Fast forward to two years later.  Oh how things have changed.

You’ll never catch me in a pair of heels and you won’t catch me crying in the corner about it either.

I am finally living pain free, and there is no heel in the world I would risk that on.

You’ll find me in the flat aisle at DSW and The Walking Store now- scoping out all the cutest flats and seeing if my orthotics fit in them. That’s right ladies- it’s not just little old biddies like Betty White wearing orthotics these days!  I have multiple pairs of Dansko shoes I affectionately call, “the worlds ugliest shoes.”  They are looking less ugly to me these days- amazing what a little comfort can do for perception.

My feet are comfortable, pain-free, and I feel the best I have ever felt. I can go running, hiking, walk my dogs, you name it. At work, I don’t need heels to walk into a room and know I’m going to nail a client presentation. All I need is 5 foot 2 inches of  Liz-ness.  Life is good. Crazy to think that 2 years ago I thought I needed 3 inch heels to feel confident, pretty and professional.

The key takeaway is this:

Self perception is one of the most powerful tools that we have in becoming who we want to be.  Self perception impacts you and it impacts the way others see you. Heels don’t define you.  You do.

I ask you: what is impacting your self-image these days?

This is the upgraded Liz 2.0 and she’s just getting started.  I challenge you to find your inner awesomeness do the same.

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6 thoughts on “When I stopped wearing heels.

  1. What a wonderful read! I stumbled upon this article after searching “how old were you when you stopped wearing heels” because I recently turned 50 and I’m wondering when this “I love heels” phase of my life will end. But I have a heel-wearing regimen: I don’t wear them 2 days in a row. I don’t wear them if I’m doing a lot of walking. I stretch my calves and legs before and after use. I buy well-made shoes and I know in 2 seconds if a shoe is meant for me or not. I try and buy no higher than 3.75″ and most times, I have my shoe guy cut the heel because I prefer 3-3.5″) In other words, I take heel-wearing very seriously in the hopes that I can wear them for at least another decade.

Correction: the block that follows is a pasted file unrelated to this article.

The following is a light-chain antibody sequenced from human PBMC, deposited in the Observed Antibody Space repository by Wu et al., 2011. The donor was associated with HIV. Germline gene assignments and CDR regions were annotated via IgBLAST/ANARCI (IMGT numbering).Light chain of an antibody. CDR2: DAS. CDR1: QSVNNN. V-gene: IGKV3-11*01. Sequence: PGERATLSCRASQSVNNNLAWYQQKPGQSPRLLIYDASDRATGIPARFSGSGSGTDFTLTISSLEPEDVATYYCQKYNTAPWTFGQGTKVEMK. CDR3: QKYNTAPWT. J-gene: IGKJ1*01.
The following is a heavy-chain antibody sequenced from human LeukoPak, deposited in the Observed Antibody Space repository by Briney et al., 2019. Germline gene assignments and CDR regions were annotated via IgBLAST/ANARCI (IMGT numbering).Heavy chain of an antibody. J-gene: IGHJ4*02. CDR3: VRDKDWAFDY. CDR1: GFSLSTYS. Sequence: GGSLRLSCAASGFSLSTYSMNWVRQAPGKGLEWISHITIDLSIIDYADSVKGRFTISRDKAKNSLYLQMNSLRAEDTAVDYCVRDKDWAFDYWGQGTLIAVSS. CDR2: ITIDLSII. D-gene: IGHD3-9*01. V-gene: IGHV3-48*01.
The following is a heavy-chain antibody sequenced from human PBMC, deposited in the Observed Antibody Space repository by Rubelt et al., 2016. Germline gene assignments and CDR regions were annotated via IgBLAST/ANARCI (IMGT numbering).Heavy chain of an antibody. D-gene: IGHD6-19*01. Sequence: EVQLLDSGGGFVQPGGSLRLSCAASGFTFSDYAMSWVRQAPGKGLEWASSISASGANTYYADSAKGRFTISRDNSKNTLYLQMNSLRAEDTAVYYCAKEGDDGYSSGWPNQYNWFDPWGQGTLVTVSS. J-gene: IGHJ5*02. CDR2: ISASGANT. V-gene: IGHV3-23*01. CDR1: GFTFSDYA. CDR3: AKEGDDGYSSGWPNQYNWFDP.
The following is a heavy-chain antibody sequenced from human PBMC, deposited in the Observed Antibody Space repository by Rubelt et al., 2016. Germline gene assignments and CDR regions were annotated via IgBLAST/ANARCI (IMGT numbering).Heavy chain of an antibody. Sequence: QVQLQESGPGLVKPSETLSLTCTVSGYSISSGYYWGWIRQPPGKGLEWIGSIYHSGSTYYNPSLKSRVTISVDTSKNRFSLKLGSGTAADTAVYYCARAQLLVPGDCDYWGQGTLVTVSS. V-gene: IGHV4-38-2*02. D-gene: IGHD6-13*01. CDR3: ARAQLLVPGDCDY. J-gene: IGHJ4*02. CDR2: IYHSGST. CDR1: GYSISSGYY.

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  2. Now that is a quality blog post Liz. You have earned a new reader. And you must’ve been in heels 98% of the time because I NEVER would’ve guessed you were 5’2 : )

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  3. I love this…you are right, clothes or shoes can’t make us feel good about ourselves…that has to come from within! I hate to be uncomfortable, and I’m on my feet all the time, so I wear a lot of comfortable, cute (but perhaps not the most stylish) shoes. I don’t want to be irritable just because of the shoes I’m wearing, no matter how good they might make me look!